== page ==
Wednesday, May 9, 2012

The Perfect Family (Brockway)

Tropic Sprockets by Ian Brockway 

The Perfect Family 

If you like a bit of lighthearted camp with your religious circumstance, "The Perfect Family" will fill your habit, even if it is ultimately a belly-chuckler rather than a lasting provocateur of the spirit.  Kathleen Turner plays Eileen Cleary, a Catholic mom caught in a clash  of beliefs, that clash regarding whether or not to accept her gay daughter Shannon (Emily Deshanel) and her girlfriend Angela (Angelique Cabral). Events become further complicated by the fact that Mrs. Cleary is nominated for Catholic Woman of the Year. Should she accept tradition and scorn her daughter together with her plans to marry and have a child or should Eileen modify her faith? This is the crux of the film and it would be quite compelling had it not gone for melodrama and bits that seem  reminiscent of "La Cage Aux Folles". 

As the credits roll,  Kathleen Turner works her face up in knots. She constantly frets and bothers, spilling the communion wafers on the floor. She also crosses herself facing her household shrine. When I saw this film, the audience erupted into peals of laughter and I failed to see anything really funny. But perhaps it helps if you went to Catholic school. 

The most interesting thing about Turner here is that she still has those iconic mischievous bad girl bedroom eyes  underneath a very matronly exterior. Audiences remember her well in such classics as "Body Heat" and John Waters' "Serial Mom". Turner made irreverence inviting. So its only natural to expect such once again. In this role, Turner's Eileen wants to accept her daughter but she can't bring herself to do it. Puffy and bloated, Eileen sours and croaks. Any lightness is gone. As the film progresses there is the usual Aristotelian mother / daughter showdown and such wheezing and red faced anguish is a bit hard to take, given that Eileen is an Archie Bunker type. I expected a bit more from the wedding scene especially when Eileen gets so worked up she slips and falls in a heap right in the middle of the aisle. Granted, this slapstick is played for laughs but such scenes have happened before in many films. The moment would have delivered more punch if Eileen did something else.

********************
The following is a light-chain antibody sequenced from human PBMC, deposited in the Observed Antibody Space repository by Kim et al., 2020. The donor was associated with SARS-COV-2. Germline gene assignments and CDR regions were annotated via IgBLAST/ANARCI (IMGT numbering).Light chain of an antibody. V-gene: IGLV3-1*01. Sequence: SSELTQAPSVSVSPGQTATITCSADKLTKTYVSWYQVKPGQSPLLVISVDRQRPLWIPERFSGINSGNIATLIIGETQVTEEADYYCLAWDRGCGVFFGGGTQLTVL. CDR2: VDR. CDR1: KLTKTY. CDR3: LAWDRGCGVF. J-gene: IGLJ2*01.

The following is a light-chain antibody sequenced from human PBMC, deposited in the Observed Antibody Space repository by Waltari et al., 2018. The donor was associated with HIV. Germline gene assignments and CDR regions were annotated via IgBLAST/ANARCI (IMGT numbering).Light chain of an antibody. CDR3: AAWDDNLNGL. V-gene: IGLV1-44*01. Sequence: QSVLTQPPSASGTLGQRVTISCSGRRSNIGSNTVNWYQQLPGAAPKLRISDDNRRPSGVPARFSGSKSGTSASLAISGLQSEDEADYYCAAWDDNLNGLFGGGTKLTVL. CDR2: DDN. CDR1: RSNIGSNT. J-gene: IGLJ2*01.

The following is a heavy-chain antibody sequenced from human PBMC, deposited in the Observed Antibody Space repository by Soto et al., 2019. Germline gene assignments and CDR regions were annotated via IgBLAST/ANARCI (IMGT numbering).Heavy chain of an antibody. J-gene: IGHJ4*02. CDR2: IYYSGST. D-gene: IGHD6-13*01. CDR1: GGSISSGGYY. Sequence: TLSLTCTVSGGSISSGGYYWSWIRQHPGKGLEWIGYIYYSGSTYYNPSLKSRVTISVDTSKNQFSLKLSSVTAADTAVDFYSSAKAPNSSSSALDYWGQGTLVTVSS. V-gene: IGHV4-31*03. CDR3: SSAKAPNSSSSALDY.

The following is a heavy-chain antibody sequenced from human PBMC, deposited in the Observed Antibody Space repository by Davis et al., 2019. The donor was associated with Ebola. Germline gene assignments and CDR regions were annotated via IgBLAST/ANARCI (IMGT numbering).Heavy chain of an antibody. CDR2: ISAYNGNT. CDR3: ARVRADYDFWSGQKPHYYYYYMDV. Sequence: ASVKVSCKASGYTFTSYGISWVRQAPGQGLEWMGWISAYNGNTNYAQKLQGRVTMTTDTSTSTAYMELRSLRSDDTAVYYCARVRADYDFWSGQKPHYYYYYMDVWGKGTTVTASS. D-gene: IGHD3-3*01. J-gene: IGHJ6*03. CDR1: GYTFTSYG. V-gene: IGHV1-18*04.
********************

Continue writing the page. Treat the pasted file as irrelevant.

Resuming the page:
There are the usual confrontations between the other family members. Jason Ritter does a good turn as the son, Frank Jr. And Richard Chamberlain does well as Monsignor Murphy, but Chamberlain does his role on autopilot and even seems to smirk in more than a few scenes. 

This could have been a thoughtful film in the manner  of  the engrossing "Higher Ground" which premiered earlier last year and is due cult, if not classic recognition. That film had a well seasoned dose of existentialism to accompany its very real crisis of faith. And because of this, the characters are more authentic and more humorous. But in "The Perfect Family" there is too much bluster to make the situation unique and Eileen appears maudlin---her face red and glowering---as she sits in her dark house all alone. Even the interior looks unnecessarily surreal, akin to "The Exorcist" lit in high contrast and cloaking shadows. I get the point. Catholicism is intolerant and unyielding. No need to hit me over the head.

Although "The Perfect Family" opts for easy laughs and a pat resolution instead of character meditation, Kathleen Turner makes the film watchable in spite of it all. Seeing her beet red crestfallen face suddenly erupt in smiles is to catch some of her numinous catlike sorcery once again---it is a smile of mischief and danger that could and should well be trademarked as an American institution.

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